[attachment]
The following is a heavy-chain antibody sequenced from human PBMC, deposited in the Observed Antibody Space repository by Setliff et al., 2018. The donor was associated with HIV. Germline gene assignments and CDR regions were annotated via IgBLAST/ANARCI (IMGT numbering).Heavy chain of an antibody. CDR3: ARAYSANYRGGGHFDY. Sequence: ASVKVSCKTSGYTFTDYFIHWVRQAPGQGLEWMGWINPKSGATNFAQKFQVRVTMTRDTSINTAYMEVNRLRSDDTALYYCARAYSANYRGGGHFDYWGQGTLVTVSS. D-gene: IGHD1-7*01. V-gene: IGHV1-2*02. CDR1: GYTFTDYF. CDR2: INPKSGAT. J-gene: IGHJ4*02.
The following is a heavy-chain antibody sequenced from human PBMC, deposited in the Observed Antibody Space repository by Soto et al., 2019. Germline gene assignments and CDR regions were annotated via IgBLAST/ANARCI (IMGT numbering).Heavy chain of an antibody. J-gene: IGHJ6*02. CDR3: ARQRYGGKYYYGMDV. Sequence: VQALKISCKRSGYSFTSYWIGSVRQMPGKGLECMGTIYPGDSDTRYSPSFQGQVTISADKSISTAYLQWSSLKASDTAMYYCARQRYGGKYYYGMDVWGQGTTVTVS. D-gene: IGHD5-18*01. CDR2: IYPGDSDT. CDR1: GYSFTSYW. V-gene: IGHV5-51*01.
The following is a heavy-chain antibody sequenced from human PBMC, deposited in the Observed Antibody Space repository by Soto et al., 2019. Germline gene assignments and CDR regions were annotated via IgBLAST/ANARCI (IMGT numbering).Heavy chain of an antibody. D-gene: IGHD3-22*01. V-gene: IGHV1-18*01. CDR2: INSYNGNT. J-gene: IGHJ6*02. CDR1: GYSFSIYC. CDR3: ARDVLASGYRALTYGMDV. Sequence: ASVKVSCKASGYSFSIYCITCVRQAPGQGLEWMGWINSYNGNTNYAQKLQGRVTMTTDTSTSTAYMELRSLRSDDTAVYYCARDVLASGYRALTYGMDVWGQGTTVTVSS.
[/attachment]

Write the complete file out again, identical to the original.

The following is a heavy-chain antibody sequenced from human PBMC, deposited in the Observed Antibody Space repository by Setliff et al., 2018. The donor was associated with HIV. Germline gene assignments and CDR regions were annotated via IgBLAST/ANARCI (IMGT numbering).Heavy chain of an antibody. CDR3: ARAYSANYRGGGHFDY. Sequence: ASVKVSCKTSGYTFTDYFIHWVRQAPGQGLEWMGWINPKSGATNFAQKFQVRVTMTRDTSINTAYMEVNRLRSDDTALYYCARAYSANYRGGGHFDYWGQGTLVTVSS. D-gene: IGHD1-7*01. V-gene: IGHV1-2*02. CDR1: GYTFTDYF. CDR2: INPKSGAT. J-gene: IGHJ4*02.
The following is a heavy-chain antibody sequenced from human PBMC, deposited in the Observed Antibody Space repository by Soto et al., 2019. Germline gene assignments and CDR regions were annotated via IgBLAST/ANARCI (IMGT numbering).Heavy chain of an antibody. J-gene: IGHJ6*02. CDR3: ARQRYGGKYYYGMDV. Sequence: VQALKISCKRSGYSFTSYWIGSVRQMPGKGLECMGTIYPGDSDTRYSPSFQGQVTISADKSISTAYLQWSSLKASDTAMYYCARQRYGGKYYYGMDVWGQGTTVTVS. D-gene: IGHD5-18*01. CDR2: IYPGDSDT. CDR1: GYSFTSYW. V-gene: IGHV5-51*01.
The following is a heavy-chain antibody sequenced from human PBMC, deposited in the Observed Antibody Space repository by Soto et al., 2019. Germline gene assignments and CDR regions were annotated via IgBLAST/ANARCI (IMGT numbering).Heavy chain of an antibody. D-gene: IGHD3-22*01. V-gene: IGHV1-18*01. CDR2: INSYNGNT. J-gene: IGHJ6*02. CDR1: GYSFSIYC. CDR3: ARDVLASGYRALTYGMDV. Sequence: ASVKVSCKASGYSFSIYCITCVRQAPGQGLEWMGWINSYNGNTNYAQKLQGRVTMTTDTSTSTAYMELRSLRSDDTAVYYCARDVLASGYRALTYGMDVWGQGTTVTVSS.